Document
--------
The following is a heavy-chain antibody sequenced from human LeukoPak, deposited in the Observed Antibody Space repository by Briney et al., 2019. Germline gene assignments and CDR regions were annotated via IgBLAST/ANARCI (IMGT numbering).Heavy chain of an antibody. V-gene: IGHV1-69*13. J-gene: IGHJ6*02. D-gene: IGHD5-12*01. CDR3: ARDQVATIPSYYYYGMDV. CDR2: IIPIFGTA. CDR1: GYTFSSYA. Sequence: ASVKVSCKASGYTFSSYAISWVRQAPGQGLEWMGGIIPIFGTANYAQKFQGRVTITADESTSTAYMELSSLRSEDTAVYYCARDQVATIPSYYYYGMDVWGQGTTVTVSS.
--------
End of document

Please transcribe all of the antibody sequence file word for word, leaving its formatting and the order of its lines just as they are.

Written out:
The following is a heavy-chain antibody sequenced from human LeukoPak, deposited in the Observed Antibody Space repository by Briney et al., 2019. Germline gene assignments and CDR regions were annotated via IgBLAST/ANARCI (IMGT numbering).Heavy chain of an antibody. V-gene: IGHV1-69*13. J-gene: IGHJ6*02. D-gene: IGHD5-12*01. CDR3: ARDQVATIPSYYYYGMDV. CDR2: IIPIFGTA. CDR1: GYTFSSYA. Sequence: ASVKVSCKASGYTFSSYAISWVRQAPGQGLEWMGGIIPIFGTANYAQKFQGRVTITADESTSTAYMELSSLRSEDTAVYYCARDQVATIPSYYYYGMDVWGQGTTVTVSS.